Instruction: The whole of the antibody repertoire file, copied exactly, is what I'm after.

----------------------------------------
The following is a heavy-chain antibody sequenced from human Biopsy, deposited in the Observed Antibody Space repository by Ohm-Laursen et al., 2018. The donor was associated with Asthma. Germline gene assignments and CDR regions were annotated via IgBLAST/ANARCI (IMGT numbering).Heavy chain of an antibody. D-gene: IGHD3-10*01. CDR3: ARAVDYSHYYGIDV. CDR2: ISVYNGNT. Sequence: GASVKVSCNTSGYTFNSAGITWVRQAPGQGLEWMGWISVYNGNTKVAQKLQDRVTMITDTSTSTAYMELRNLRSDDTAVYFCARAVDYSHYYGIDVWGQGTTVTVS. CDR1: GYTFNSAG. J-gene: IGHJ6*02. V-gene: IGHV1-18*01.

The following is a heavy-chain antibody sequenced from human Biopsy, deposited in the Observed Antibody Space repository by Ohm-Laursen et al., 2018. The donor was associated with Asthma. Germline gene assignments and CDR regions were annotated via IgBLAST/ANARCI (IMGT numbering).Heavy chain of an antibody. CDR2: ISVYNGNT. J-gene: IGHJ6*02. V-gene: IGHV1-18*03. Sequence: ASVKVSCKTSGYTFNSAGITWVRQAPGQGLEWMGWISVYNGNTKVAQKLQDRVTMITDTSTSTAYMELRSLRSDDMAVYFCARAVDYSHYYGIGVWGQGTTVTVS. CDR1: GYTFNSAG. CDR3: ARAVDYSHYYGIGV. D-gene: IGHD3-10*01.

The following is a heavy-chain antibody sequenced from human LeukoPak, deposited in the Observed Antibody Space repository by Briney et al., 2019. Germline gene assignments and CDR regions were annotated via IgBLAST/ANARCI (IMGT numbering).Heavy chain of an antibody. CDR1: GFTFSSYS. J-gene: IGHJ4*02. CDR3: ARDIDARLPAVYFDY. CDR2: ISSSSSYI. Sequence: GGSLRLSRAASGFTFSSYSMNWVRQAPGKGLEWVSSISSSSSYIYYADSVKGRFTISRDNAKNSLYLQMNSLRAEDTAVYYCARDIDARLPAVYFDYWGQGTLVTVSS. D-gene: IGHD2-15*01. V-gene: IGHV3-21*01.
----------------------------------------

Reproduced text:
The following is a heavy-chain antibody sequenced from human Biopsy, deposited in the Observed Antibody Space repository by Ohm-Laursen et al., 2018. The donor was associated with Asthma. Germline gene assignments and CDR regions were annotated via IgBLAST/ANARCI (IMGT numbering).Heavy chain of an antibody. D-gene: IGHD3-10*01. CDR3: ARAVDYSHYYGIDV. CDR2: ISVYNGNT. Sequence: GASVKVSCNTSGYTFNSAGITWVRQAPGQGLEWMGWISVYNGNTKVAQKLQDRVTMITDTSTSTAYMELRNLRSDDTAVYFCARAVDYSHYYGIDVWGQGTTVTVS. CDR1: GYTFNSAG. J-gene: IGHJ6*02. V-gene: IGHV1-18*01.

The following is a heavy-chain antibody sequenced from human Biopsy, deposited in the Observed Antibody Space repository by Ohm-Laursen et al., 2018. The donor was associated with Asthma. Germline gene assignments and CDR regions were annotated via IgBLAST/ANARCI (IMGT numbering).Heavy chain of an antibody. CDR2: ISVYNGNT. J-gene: IGHJ6*02. V-gene: IGHV1-18*03. Sequence: ASVKVSCKTSGYTFNSAGITWVRQAPGQGLEWMGWISVYNGNTKVAQKLQDRVTMITDTSTSTAYMELRSLRSDDMAVYFCARAVDYSHYYGIGVWGQGTTVTVS. CDR1: GYTFNSAG. CDR3: ARAVDYSHYYGIGV. D-gene: IGHD3-10*01.

The following is a heavy-chain antibody sequenced from human LeukoPak, deposited in the Observed Antibody Space repository by Briney et al., 2019. Germline gene assignments and CDR regions were annotated via IgBLAST/ANARCI (IMGT numbering).Heavy chain of an antibody. CDR1: GFTFSSYS. J-gene: IGHJ4*02. CDR3: ARDIDARLPAVYFDY. CDR2: ISSSSSYI. Sequence: GGSLRLSRAASGFTFSSYSMNWVRQAPGKGLEWVSSISSSSSYIYYADSVKGRFTISRDNAKNSLYLQMNSLRAEDTAVYYCARDIDARLPAVYFDYWGQGTLVTVSS. D-gene: IGHD2-15*01. V-gene: IGHV3-21*01.